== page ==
By Asghar Ali Engineer
Nov. 4, 2011
THE Arab world has seen great political turmoil since the beginning of 2011. The Tunisian dictator Zine El Abidine Ben Ali was overthrown before January ended. Then a similar turmoil erupted in Egypt and hundreds of thousands of people poured into Cairo’s Tahrir Square to protest against Hosni Mubarak, another long-serving dictator who was forced to step down.
Libya, Syria, Yemen and Bahrain have also seen unprecedented protests. All this has been much written about and need not be repeated but what concerns us here is the role of women in these revolutionary changes taking place in the Arab world. In the countries concerned women have played a very significant role — from Tunisia to Yemen.
The Tahrir Square mobilisation was due mainly to a young girl’s appeal on Facebook. The role of women in political mobilisation was so crucial that it was being expected that the Nobel for peace this year would be given to women from Arab countries such as Tunisia, Egypt and Yemen. It went to women from Africa and Yemen. Laureate Tawakkul Karman of Yemen played a crucial role in the protection of human rights and political mobilisation in her country, though there still remains a political stalemate in Yemen.
What is important to note is the role of women in the political mobilisation in these male-dominated societies and, secondly, the shattering of the myth that Muslim women merely sit at home and are worth nothing more than domestic workers. Muslim women have proved that they can mobilise the people far more efficiently and purposefully. It is interesting to note that many women in Tunisia and Egypt were quite active in trade unions. They put their experience gained in the union activities to proper use to bring about change in the political structures of their countries.
But post-revolution, a shadow of doubt may hang over their heads now. The question is: what will this democratic revolution offer them in terms of social liberties? Will it scrap certain rights that they gained under dictatorships? There is some truth to this fear, as much as there is a possibility of Islamic laws, as they are today, being imposed in these countries. In Tunisia the al-Nahda party, which describes itself as a moderate Islamic party, has won elections. But fortunately the al-Nahda leader Rashid al-Ghanushi has declared that there will be no changes made in the gender-sensitive laws that bar polygamy, for instance.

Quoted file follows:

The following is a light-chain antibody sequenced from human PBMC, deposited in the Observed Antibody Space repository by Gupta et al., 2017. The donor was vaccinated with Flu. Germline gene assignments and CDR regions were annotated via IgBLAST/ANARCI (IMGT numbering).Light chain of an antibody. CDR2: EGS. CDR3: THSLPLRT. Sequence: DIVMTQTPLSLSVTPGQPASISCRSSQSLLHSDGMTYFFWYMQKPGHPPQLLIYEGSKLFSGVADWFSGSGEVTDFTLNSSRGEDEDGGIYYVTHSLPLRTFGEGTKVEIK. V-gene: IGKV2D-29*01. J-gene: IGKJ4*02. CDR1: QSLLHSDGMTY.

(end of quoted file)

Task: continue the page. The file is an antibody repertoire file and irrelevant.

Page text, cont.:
However, Libyan women are not so fortunate. The Libyan leader who is projected as the new prime minister after ousting Gadafi has announced that Islamic laws will be imposed and polygamy will be reintroduced. Gadafi, undoubtedly a dictator who had to go, had introduced and consolidated a gender-justice regime in Libya. He had given equal rights to women, as provided for in the Quran. He had abolished polygamy and given Libyan women important roles in public life.
Gadafi maintained that to confine women to homes was an imperialist conspiracy to paralyse half the population in the Islamic world. He had created a special women’s force in the army and assigned them duties as bodyguards. It was a revolutionary step forward for Libyan women. Now such measures risk being reversed if the new Libyan leaders, specifically mentioning polygamy, are going to impose Sharia laws that hark back to the mediaeval times.
It, of course, remains debatable if the Sharia laws, as they last evolved during the mediaeval age when patriarchy reigned supreme, should be re-imposed as they were back then and remain today. Whether suitable changes need to be made through ijtehad in keeping with the spirit of the Quranic values that emphasise social justice remains a very valid question today.
For instance, to say that polygamy is permitted and hence it must be reintroduced is really injuring the spirit of the Quran. At best it is a half-truth. Polygamy has been allowed in the Quran but in a specific context and with rigorous conditions. Anyone who reads the two verses of the Quran on polygamy (4:3 and 4:129) can see that justice is more central in Allah’s commands than taking multiple wives. If justice is so important then how can polygamy be made an overriding norm?
In the 1970s, whenever a dictator declared his country an Islamic state, he would introduce Hudood laws (punishments for theft, adultery, etc.) as if these were more central than the factors that motivated a person to commit such crimes, or as if punishing is more important than reforming a person. Similarly, today, when dictatorial regimes are ending, declarations are being made that more equitable family laws will be revisited and polygamy will be permissible, as in the case of Libya.
I have always maintained that gender justice is very central to the Quran, provided the Quran is read in its proper context. Today, with a greater role being played by women in public life, it is all the more important that gender justice be made equally central in the Sharia laws through the contextual and normative understanding of the Quranic verses in their true spirit.
The existing Sharia laws, which are manmade laws based on one or the other interpretation of the Quran and Sunnah, may not be acceptable to many educated men and women owing to social awareness and a sense of justice. The Quran unambiguously stands for gender justice and equips women with all the rights given to men. The mediaeval interpreters missed this because they were people of their own times and of tribal customs.
Asghar Ali Engineer is an Islamic scholar who also heads the Centre for Study of Society & Secularism, Mumbai.